I was thinking the prop would still be under the boat. It might move back a little because you wouldn't need a rudder, but still not as far back as an I/O.

Anyone know the effeciency of an I/O vs a VD vs a DD?

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Sounds like a business oppotunity. Who's got an extra 10Mil to start up a company selling this drive system?

Sounds like a business joke I heard.

How do you make a small fortune? Start with a large fortune and buy a sports team.

If it's going to be under the boat, smart money (and lots of it) would be on azimuth pods. Boat prices would certainly jump substantially.

Trimable prop under a boat will not be as efficient as one behind the boat in changing the attitude of the hull. The back of the hull at the transom will still be behind the prop creating drag and working against the change in trim.

Now....where's that pic of the Enzo that someone rough fiberglassed a stern drive on.............. :whistle:

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as a prior I/O owner I think the main advantage to the ability trim the prop is that you can essentially lift the boat out of the water at high speed by changing the attack angle of the hull. However, you loose maneuverability in the process, less of the hull strakes are actually contacting the water. And a rudder system is actually more efficient for steering.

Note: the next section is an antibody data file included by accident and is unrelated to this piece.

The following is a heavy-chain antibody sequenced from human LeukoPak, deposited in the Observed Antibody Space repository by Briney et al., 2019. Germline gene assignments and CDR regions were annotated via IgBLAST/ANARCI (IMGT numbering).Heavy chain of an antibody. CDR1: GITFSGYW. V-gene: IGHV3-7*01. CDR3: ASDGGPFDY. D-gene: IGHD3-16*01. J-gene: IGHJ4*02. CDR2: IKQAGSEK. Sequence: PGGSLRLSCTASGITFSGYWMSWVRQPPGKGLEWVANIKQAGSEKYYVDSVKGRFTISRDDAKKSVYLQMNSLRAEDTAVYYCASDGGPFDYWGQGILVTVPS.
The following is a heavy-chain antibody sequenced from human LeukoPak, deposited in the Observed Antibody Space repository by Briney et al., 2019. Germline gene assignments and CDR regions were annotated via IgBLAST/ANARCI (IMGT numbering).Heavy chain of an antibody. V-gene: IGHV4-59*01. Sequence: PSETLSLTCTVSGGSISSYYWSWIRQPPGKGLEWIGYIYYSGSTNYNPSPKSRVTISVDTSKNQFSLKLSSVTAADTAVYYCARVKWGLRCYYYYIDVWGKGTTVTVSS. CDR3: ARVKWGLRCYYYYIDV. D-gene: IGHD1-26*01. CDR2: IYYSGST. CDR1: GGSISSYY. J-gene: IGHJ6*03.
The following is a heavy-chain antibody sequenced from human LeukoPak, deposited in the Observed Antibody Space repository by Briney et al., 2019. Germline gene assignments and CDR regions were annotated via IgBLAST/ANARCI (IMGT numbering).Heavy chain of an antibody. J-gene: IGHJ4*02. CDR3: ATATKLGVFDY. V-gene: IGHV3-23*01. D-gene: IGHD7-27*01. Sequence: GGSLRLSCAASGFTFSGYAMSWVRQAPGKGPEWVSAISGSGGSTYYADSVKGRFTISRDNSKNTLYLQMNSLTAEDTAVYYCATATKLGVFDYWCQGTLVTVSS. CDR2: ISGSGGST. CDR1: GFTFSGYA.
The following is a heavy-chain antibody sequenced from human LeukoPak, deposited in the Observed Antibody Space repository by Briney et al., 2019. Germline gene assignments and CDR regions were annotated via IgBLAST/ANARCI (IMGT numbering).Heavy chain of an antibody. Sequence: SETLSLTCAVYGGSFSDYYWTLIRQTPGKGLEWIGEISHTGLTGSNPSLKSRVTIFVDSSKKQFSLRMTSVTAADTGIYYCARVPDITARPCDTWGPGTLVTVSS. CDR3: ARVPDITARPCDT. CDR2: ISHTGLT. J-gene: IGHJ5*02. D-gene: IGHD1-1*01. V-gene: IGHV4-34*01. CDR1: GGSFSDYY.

I prefer my inboard. I lost top end - and high speed cruising is far less efficient, but the ride is better, the maneuverability is incredible and I still draw less water in every possible condition. Plus not having an expensive to maintain outdrive is nice as well.

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  • 2 years later...

Now....where's that pic of the Enzo that someone rough fiberglassed a stern drive on.............. :whistle:

OH WOW WOW WOW!!! I hope this is a joke! If not, I need to see this train wreck...

Edited by formulaben
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I've wondered about trim tab's on the back that not only move up and down, but seperately, tied to the steering. Like a planes elevators on the tail.

Add to that, canards on the front, tied to the steering. You could even put a yoke at the steering wheel. Pull up and the nose comes up, push down, nose goes down, etc.

Steve B.

I hope you mean this as a JOKE, as how scary would it be to have YOKE action when going over waves and holding onto your steering wheel and bouncing up and down and pulling it in and out and making things worse!